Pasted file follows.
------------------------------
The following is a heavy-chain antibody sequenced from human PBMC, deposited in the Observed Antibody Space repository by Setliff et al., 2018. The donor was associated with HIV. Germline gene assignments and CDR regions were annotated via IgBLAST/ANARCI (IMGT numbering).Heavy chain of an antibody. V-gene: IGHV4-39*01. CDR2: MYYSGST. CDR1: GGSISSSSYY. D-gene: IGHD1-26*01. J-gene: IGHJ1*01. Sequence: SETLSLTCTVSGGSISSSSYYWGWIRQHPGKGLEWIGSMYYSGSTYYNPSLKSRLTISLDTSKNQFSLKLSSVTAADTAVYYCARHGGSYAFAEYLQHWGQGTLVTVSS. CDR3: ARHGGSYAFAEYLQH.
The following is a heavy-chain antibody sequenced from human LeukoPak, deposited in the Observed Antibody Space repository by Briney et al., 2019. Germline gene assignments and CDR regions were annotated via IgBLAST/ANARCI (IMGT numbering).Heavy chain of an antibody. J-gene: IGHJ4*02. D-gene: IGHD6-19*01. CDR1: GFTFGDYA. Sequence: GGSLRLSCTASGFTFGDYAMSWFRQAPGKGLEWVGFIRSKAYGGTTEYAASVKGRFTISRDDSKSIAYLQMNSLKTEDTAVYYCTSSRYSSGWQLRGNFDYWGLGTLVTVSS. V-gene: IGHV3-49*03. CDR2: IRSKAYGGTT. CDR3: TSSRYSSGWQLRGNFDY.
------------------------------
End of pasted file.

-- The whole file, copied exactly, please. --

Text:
The following is a heavy-chain antibody sequenced from human PBMC, deposited in the Observed Antibody Space repository by Setliff et al., 2018. The donor was associated with HIV. Germline gene assignments and CDR regions were annotated via IgBLAST/ANARCI (IMGT numbering).Heavy chain of an antibody. V-gene: IGHV4-39*01. CDR2: MYYSGST. CDR1: GGSISSSSYY. D-gene: IGHD1-26*01. J-gene: IGHJ1*01. Sequence: SETLSLTCTVSGGSISSSSYYWGWIRQHPGKGLEWIGSMYYSGSTYYNPSLKSRLTISLDTSKNQFSLKLSSVTAADTAVYYCARHGGSYAFAEYLQHWGQGTLVTVSS. CDR3: ARHGGSYAFAEYLQH.
The following is a heavy-chain antibody sequenced from human LeukoPak, deposited in the Observed Antibody Space repository by Briney et al., 2019. Germline gene assignments and CDR regions were annotated via IgBLAST/ANARCI (IMGT numbering).Heavy chain of an antibody. J-gene: IGHJ4*02. D-gene: IGHD6-19*01. CDR1: GFTFGDYA. Sequence: GGSLRLSCTASGFTFGDYAMSWFRQAPGKGLEWVGFIRSKAYGGTTEYAASVKGRFTISRDDSKSIAYLQMNSLKTEDTAVYYCTSSRYSSGWQLRGNFDYWGLGTLVTVSS. V-gene: IGHV3-49*03. CDR2: IRSKAYGGTT. CDR3: TSSRYSSGWQLRGNFDY.